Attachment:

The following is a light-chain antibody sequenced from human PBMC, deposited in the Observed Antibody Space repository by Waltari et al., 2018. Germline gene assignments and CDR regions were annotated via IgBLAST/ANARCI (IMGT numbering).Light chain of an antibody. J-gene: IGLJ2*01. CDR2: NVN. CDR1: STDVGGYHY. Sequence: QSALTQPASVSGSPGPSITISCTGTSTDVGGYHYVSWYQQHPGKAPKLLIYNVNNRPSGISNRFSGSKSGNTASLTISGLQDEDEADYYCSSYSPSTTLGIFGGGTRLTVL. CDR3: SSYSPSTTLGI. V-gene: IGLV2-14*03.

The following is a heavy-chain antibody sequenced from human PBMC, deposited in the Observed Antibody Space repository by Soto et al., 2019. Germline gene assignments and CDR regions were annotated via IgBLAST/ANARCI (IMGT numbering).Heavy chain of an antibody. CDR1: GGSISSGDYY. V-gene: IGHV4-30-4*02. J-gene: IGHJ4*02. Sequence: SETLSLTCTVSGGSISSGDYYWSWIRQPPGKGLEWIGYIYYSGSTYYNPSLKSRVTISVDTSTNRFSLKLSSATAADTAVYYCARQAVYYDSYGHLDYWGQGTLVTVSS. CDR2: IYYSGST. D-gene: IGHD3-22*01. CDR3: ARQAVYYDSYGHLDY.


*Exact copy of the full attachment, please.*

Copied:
The following is a light-chain antibody sequenced from human PBMC, deposited in the Observed Antibody Space repository by Waltari et al., 2018. Germline gene assignments and CDR regions were annotated via IgBLAST/ANARCI (IMGT numbering).Light chain of an antibody. J-gene: IGLJ2*01. CDR2: NVN. CDR1: STDVGGYHY. Sequence: QSALTQPASVSGSPGPSITISCTGTSTDVGGYHYVSWYQQHPGKAPKLLIYNVNNRPSGISNRFSGSKSGNTASLTISGLQDEDEADYYCSSYSPSTTLGIFGGGTRLTVL. CDR3: SSYSPSTTLGI. V-gene: IGLV2-14*03.

The following is a heavy-chain antibody sequenced from human PBMC, deposited in the Observed Antibody Space repository by Soto et al., 2019. Germline gene assignments and CDR regions were annotated via IgBLAST/ANARCI (IMGT numbering).Heavy chain of an antibody. CDR1: GGSISSGDYY. V-gene: IGHV4-30-4*02. J-gene: IGHJ4*02. Sequence: SETLSLTCTVSGGSISSGDYYWSWIRQPPGKGLEWIGYIYYSGSTYYNPSLKSRVTISVDTSTNRFSLKLSSATAADTAVYYCARQAVYYDSYGHLDYWGQGTLVTVSS. CDR2: IYYSGST. D-gene: IGHD3-22*01. CDR3: ARQAVYYDSYGHLDY.